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Bacteria-fed livestock could lead to less antibiotic use

Iowa State University is conducting research on the subject

By Diego Flammini
Assitant Editor, North American Content

Researchers at Iowa State University are trying to determine if feeding livestock the same bacteria found in some grocery store products can reduce the need for antibiotics in feed.

"There are alternatives to antibiotics in feed," Stephanie Hansen, professor at ISU said in an interview Monday with Iowa Public Radio. "And that's going to be a broad area of research here in the next 10 to 15 years."

As antibiotics are introduced into livestock’s diet and eventually the human diet, some bacteria can become resistant, spread and can leave doctors puzzled when trying to assess some patients.

Cattle eating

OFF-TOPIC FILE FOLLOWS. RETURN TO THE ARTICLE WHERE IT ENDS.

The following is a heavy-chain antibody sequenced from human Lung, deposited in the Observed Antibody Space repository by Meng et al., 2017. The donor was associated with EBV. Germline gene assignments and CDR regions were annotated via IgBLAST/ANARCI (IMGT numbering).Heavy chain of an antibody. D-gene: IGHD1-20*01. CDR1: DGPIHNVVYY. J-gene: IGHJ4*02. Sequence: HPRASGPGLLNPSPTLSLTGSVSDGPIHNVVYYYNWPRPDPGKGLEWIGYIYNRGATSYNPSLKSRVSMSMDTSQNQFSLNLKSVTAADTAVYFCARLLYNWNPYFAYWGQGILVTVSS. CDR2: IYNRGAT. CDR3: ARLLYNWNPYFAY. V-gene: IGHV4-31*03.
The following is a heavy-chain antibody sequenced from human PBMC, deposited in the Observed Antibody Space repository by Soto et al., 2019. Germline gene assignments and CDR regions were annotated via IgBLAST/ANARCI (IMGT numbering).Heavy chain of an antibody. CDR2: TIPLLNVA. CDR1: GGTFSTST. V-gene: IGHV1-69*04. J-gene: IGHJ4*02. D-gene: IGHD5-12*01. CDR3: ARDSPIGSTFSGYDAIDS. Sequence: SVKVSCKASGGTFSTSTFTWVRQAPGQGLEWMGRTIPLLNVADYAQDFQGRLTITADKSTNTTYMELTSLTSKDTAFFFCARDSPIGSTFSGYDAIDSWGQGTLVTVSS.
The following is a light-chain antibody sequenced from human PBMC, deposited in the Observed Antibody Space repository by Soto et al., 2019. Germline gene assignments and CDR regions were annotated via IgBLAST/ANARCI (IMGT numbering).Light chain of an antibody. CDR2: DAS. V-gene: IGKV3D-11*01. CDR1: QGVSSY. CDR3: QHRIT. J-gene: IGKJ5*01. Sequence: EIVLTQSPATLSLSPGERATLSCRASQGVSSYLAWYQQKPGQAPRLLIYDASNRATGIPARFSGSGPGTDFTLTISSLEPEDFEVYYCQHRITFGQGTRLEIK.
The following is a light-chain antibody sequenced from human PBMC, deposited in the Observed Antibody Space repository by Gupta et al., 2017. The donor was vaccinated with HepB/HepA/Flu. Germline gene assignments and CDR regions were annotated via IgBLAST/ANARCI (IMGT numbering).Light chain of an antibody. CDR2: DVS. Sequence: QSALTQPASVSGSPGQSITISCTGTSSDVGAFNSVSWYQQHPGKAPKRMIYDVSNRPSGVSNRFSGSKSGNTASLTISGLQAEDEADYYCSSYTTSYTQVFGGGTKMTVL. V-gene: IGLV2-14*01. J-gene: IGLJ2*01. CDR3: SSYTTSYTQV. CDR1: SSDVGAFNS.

Researchers are testing different formulas and have zeroed in on Lactobacillus acidophilus, which is commonly found in dairy products and can help rid the body of harmful bacteria.

“Acidophilus would have the same impact in a production livestock animal as it would in humans,” Hansen said. “Maybe it’s able to outcompete a bad bacteria for attachment in the gastrointestinal tract in the intestine, so that would be a good thing.”

Essentially, if the bacteria can help keep the livestock healthy, there may be less of a need for antibiotics.

Diamond V, an Iowa-based manufacturer of animal nutrition products, said it has developed a pig feed supplement from Lactobacillus acidophilus and improvements in weight gain, feed conversion and overall health have been seen.

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